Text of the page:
So, as I’ve mentioned a couple of times in the last few weeks, I’ve been thinking about the AUTUMN series a lot recently. AUTUMN was the first of my books which really took off. As you may recall, I gave it away free online between 2001 and 2008 (when, strange as it now seems, eBooks were rare and very few people were giving them away), and it was downloaded many hundreds of thousands of times. I wrote a series of sequels which were well received, and the first book was even adapted as an online full cast audio drama which you can still listen to.
But then HATER came along and my focus shifted. I then moved onto other books and projects, and it’s now a sobering five years since the last book – AUTUMN: THE HUMAN CONDITION – was released. Yet even now people still get in touch regularly to tell me how much they’ve enjoyed the series.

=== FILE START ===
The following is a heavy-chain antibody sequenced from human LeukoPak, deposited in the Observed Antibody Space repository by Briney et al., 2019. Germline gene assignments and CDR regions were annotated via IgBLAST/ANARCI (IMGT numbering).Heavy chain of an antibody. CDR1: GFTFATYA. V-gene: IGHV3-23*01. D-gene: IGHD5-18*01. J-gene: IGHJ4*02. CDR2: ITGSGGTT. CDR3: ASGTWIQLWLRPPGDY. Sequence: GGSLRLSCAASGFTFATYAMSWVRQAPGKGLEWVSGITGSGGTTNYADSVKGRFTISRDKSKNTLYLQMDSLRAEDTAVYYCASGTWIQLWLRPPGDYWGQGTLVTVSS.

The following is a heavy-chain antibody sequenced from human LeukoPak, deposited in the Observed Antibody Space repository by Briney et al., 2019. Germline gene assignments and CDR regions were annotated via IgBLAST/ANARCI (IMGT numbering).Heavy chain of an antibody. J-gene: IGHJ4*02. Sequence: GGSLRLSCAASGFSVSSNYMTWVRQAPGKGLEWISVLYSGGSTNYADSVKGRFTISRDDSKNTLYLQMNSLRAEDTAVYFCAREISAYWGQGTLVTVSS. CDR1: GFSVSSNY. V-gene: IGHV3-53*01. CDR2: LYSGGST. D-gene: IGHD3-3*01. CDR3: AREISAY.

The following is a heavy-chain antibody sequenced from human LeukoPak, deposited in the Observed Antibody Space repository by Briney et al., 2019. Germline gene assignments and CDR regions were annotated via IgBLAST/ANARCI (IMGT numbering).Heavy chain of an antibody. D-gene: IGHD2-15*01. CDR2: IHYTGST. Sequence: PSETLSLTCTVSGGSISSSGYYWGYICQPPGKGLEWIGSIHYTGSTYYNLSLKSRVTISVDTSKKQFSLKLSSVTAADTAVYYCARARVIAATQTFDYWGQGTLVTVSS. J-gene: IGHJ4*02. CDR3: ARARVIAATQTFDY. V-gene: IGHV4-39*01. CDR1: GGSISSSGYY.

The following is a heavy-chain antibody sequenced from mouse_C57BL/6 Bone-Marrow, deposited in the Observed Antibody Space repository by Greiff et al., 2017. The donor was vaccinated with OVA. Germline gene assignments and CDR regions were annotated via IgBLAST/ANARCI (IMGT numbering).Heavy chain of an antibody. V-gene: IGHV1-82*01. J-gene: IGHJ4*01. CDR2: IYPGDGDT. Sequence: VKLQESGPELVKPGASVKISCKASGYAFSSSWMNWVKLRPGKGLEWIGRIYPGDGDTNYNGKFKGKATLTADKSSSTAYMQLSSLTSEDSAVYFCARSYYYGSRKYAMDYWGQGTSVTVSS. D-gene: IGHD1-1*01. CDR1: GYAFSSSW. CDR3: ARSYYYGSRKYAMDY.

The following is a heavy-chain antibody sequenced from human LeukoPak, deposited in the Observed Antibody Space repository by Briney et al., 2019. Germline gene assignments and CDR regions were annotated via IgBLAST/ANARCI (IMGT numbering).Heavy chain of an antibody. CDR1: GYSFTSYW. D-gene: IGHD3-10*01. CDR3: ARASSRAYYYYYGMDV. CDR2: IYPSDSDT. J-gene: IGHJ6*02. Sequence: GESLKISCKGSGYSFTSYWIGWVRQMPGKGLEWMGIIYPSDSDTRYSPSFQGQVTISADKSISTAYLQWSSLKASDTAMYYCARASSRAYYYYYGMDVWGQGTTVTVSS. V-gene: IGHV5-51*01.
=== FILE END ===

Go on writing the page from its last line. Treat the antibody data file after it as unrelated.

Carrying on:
When I wrote the very first draft of the very first book, way back in 1997, no one was writing about zombies. Very few people were watching zombie movies, either. In fact, no one was paying zombies any attention in any way, shape or form. But in the years which followed, a totally unexpected thing happened and, for the first time, the living dead became mainstream. In films, Danny Boyle’s 28 DAYS LATER was a huge hit (which sparked endless pointless debate about whether zombies should run or not, and whether or not his infected were zombies at all), and Zack Synder’s remake of George Romero’s ground-breaking DAWN OF THE DEAD bucked the trend and proved that not all remakes were worthless cash-ins. THE WALKING DEAD comic was launched and a number of writers including myself, BRIAN KEENE and DAVID WELLINGTON precipitated the flood of zombie fiction.